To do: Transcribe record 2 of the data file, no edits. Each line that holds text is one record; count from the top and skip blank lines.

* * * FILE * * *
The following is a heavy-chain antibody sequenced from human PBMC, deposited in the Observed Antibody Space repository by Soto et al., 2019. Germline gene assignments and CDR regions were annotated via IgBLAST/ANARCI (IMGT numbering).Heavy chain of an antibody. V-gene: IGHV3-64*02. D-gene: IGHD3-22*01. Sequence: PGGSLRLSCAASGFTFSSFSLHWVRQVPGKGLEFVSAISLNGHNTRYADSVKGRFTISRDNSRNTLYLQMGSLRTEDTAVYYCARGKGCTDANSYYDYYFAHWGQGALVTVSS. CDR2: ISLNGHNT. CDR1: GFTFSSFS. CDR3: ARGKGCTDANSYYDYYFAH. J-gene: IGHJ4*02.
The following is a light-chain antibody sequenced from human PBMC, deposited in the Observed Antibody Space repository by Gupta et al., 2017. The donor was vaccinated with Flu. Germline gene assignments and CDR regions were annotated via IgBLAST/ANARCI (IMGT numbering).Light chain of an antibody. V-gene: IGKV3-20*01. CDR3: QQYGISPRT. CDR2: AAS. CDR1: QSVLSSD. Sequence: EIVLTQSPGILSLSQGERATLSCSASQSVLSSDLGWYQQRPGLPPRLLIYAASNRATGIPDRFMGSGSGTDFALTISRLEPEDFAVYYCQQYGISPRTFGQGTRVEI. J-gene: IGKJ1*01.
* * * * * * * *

The following is a light-chain antibody sequenced from human PBMC, deposited in the Observed Antibody Space repository by Gupta et al., 2017. The donor was vaccinated with Flu. Germline gene assignments and CDR regions were annotated via IgBLAST/ANARCI (IMGT numbering).Light chain of an antibody. V-gene: IGKV3-20*01. CDR3: QQYGISPRT. CDR2: AAS. CDR1: QSVLSSD. Sequence: EIVLTQSPGILSLSQGERATLSCSASQSVLSSDLGWYQQRPGLPPRLLIYAASNRATGIPDRFMGSGSGTDFALTISRLEPEDFAVYYCQQYGISPRTFGQGTRVEI. J-gene: IGKJ1*01.